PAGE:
On the structure of finance, however, we are guardedly optimistic. We view the increased reliance on private equity (relative to public equity and to C&I loans) as a natural consequence of the changing composition of the capital stock. Rather than signaling over-regulation of the public markets, it likely reflects a healthy evolution of the financial system in response to the changing needs of the economy. And, with venture capital and private equity firms taking over the screening and monitoring functions of banks, there is no reason to believe that capital allocation is less efficient.

That said, we do have one concern, namely, the behaviour of banks. In a recent paper, Dell’Ariccia et al. (2017) document that as the stock of intangible assets has increased, US banks have shifted the composition of their loan portfolios. Specifically, they are substituting a combination of residential real estate loans (with tangible collateral) and safe assets for commercial loans.  Without proper monitoring and sufficient capital buffers, these common exposures (combined with a decline in diversification) can reduce the resilience of the entire financial system.

Finally, it is important to ensure that healthy firms can finance projects that bring both private and social benefits. But, this need not mean either more debt or more public equity issuance. Indeed, just as we welcome the golden age of private equity, we are wary of proposals to increase the ‘access’ of small and medium-sized business to debt finance. Greater reliance on debt typically makes the financial system more vulnerable.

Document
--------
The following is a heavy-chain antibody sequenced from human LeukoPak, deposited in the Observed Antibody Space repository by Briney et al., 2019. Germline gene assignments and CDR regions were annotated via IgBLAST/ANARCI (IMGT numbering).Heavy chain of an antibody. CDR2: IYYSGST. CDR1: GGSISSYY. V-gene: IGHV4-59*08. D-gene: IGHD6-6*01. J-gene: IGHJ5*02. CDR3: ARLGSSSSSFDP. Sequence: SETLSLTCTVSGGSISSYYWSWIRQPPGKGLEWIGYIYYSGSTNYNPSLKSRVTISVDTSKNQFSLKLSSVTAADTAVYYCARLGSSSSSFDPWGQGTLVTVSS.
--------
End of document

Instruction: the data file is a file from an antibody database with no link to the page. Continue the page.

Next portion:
Bransetter, L and D Sichel (2017), “The Case for an American Productivity Revival,” PIII Policy Brief 17-26.

Cecchetti, S G and K L Schoenholtz (2017), “Treasury Round II: The Capital Markets Report,”, 23 October.

Corrado, C, J Haskel, M Iommi, and C Jona-Lasinio (2012), “Intangible Capital and Growth in Advanced Economies: Measurement and Comparative Results", CEPR Discussion Paper No. 9061.

Corrado, C, C R Hulten, and D E Sichel (2006), “Intangible Capital and Economic Growth,” Board of Governors of the Federal Reserve, Finance and Economics Discussion Series, 2006-24.

Dell’Ariccia, G, D Kadyrzhanova, C Minoui, and L Ratnovski (2017), “Bank Lending in the Knowledge Economy,” IMF Working Paper 17/234.

Doidge, C, K M Kahle, G A Karolyi, and R M Stulz (2018), “Eclipse of the Public Corporation or Eclipse of the Public Markets?” NBER Working Paper No. 24265.

Federal Reserve (2018), “Commercial and Industrial Loans, All Commercial Banks”, Federal Reserve Economic Data, Federal Reserve Bank of St. Louis.

Federal Reserve (2018), “Nonfinancial corporate business; corporate equities; liability, Flow”, Federal Reserve Economic Data, Federal Reserve Bank of St. Louis.

Haskel, J and S Westlake (2017), Capitalism without Capital: The Rise of the Intangible Economy, Princeton University Press.

Hammound, T, M Brigl, J Öberg, D Bronstein, and C Carter (2017), “Capitalizing on the New Golden Age of Private Equity,” bcg.perspectives.

Rajan, R and L Zingales (2003), Saving Capitalism from the Capitalists: Unleashing the Power of Financial Markets to Create Wealth and Spread Opportunity, Crown Business.

Yardeni, E, J Abbott and M Quintana (2018), “Stock Market Indicators: S&P 500 Buybacks and Dividends,” Yardeni Research, 14 February.


[1] An enormous amount of work and effort goes into improving GDP statistics. For US efforts, see Corrado et al. (2006). For work on the EU, see Carrado et al. (2012).

[2] A wealth of sectoral finance data is available on the website of NYU Stern Professor Aswath Damodaran.

[3] See Jay Ritter’s website on IPO data.



Topics:  Financial regulation and banking Productivity and Innovation

Tags:  innovation, intangible assets, private equity, banks

Rosen Family Chair in International Finance, Brandeis International Business School

Henry Kaufman Professor of the History of Financial Institutions and Markets, NYU Stern School of Business


CEPR Policy Research